- Luxury Victoria Flat
- Kensington Court
- Three-Bedroom Apartment In Covent Garden
- Huge Historic Home On The Southbank
- Great Guildford Street
- Georgian House In Waterloo
- Westminster Penthouse
- Stylish Houseboat At Limehouse Marina
- Three-Bedroom Flat Off Brick Lane
- Victorian House In Hackney
- Historic Mayfair Flat
From the West End to the South Bank, every corner of London has something to boast about, be they local wonders or global institutions. There is, simply put, something for everyone. Whether your chief travel interests are history, fine art, fine dining, local flavor, or the theater, London, England is a world-class destination.
You have doubtless heard of many of the city’s most famous museums and institutions. But London, being a metropolis and global city, is also home to countless less-talked-about sites and its fair share of oddball attractions. From The British Museum to Kew Gardens, a thousand treasures await in the United Kingdom’s capital.
Though Brits love complaining about the weather, the truth is, it doesn’t get all that bad. London is great to visit at any time of year. What’s more, it’s very easy to get around. Wherever you are bound, chances are an underground train or a double-decker bus will get you there without much fuss.
London is a large city, so would-be visitors are spoiled for choice when it comes to finding accommodation. To cut through the noise, we’re providing a list of 11 Vrbo rentals in London. They represent a variety of neighborhoods in the city’s core. Each promises an unforgettable excursion to one of the world’s greatest cities.
From the marble surfaces and wooden fixtures to the artwork and furniture, this bafflingly luxurious home is decorated with a monochrome palette of black and white. And yet it somehow comes off as colorful. A three-bedroom apartment in one of London’s swankiest districts, it serves as a gilded gateway to the holiday of a lifetime. A 15-minute walk to Buckingham Palace, Westminster Abbey, The V&A, and other iconic diversions, the location can hardly be beat. The flat takes up two floors and every inch is tastefully decorated. Get a feel for the neighborhood from the terrace and see where your days will take you.
One of London’s most affluent areas, Kensington attracts well-heeled visitors from across the globe. Some gobble up investment properties, while others are content to experience life in some of the world’s poshest postcodes for only a few days. If the latter interests you, consider staying at Kensington Court, a beautiful flat on Queen’s Gate. The property is just down the road from Kensington Palace, home to the Duke of Cambridge and his family. The apartment is a sumptuous affair, with elegant decorations of an oriental flavor. It is home to many a work of art, the best of which might be those with the least artifice, crafted completely without intention. We are referring to the incredible marble found in the kitchen and bathrooms, expressionistic scenes that rival those created by any painter.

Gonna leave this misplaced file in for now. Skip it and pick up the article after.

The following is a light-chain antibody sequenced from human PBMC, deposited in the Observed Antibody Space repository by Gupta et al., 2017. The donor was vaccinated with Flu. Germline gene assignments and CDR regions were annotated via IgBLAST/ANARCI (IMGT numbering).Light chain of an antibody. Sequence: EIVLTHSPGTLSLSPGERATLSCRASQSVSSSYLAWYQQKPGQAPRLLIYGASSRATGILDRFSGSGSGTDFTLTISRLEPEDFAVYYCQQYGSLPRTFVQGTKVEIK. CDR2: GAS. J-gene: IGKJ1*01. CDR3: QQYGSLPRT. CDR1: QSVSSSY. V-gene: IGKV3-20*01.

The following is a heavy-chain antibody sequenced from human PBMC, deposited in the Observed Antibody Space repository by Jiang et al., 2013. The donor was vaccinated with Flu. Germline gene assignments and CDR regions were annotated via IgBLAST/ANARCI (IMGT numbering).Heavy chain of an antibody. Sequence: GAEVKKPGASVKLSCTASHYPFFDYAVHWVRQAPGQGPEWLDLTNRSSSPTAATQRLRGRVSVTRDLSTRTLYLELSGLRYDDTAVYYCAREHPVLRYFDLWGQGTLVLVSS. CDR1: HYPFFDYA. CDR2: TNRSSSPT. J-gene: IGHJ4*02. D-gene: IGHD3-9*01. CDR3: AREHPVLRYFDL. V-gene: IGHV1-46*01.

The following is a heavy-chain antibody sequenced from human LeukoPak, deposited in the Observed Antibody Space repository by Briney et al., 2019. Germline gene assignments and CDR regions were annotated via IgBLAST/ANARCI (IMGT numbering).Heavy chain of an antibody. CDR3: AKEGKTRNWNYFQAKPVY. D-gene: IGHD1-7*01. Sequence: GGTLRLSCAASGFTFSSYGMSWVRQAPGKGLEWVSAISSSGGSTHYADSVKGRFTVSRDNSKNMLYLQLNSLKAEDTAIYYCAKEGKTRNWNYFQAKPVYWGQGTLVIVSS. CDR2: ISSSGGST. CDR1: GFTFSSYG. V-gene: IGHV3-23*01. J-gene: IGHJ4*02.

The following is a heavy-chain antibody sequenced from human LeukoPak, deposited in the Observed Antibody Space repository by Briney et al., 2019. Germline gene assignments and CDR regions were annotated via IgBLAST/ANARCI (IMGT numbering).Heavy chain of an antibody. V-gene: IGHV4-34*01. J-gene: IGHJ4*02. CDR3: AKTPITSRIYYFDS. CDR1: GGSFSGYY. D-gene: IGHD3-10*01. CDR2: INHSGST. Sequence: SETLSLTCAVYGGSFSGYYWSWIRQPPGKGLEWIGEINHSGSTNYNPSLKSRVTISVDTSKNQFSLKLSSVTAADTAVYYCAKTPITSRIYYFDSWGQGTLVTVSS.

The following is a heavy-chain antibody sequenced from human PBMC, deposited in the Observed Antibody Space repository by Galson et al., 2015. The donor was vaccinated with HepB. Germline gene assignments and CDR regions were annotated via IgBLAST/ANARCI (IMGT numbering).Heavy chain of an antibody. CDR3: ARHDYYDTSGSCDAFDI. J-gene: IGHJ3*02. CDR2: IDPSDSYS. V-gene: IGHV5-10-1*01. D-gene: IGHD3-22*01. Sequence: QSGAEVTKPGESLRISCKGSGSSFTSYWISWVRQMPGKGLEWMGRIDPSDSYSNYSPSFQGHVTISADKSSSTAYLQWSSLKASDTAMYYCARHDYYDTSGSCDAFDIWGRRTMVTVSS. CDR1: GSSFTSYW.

Located in the ever-fashionable West End, Covent Garden is an ideal location for anyone looking to explore central London. This three-bedroom apartment just off Oxford Street is an excellent base for any London vacation. Whether your main interests are shopping, seeing shows, or exploring world-class museums, the objects of your desire are no more than a short walk away. The spacious apartment sleeps up to seven guests across three king bedrooms (there’s room for one more on a fold-out sofa). Stylishly decorated and awash with light, it fits right in with the glamorous atmosphere that pervades throughout Covent Garden.
Any large group will cherish the privilege of staying in this grand home south of the Thames. Though thoroughly modernized, the house was built in the mid-1700s and remains an echo of a time when London was a less-crowded place. Listen to Big Ben ring from the garden or enjoy tea in the sitting room. The kitchen is the envy of any chef. With eight hobs and a large island, fixing up meals can be a joyful process. If you must work during your vacation, the grandeur of the study can help to make your tasks more of a delight than a burden. The home has seven bedrooms. From the master’s 12-foot canopy to the sofa bed in the elegant sitting room, there’s little room to complain about shoddy surroundings.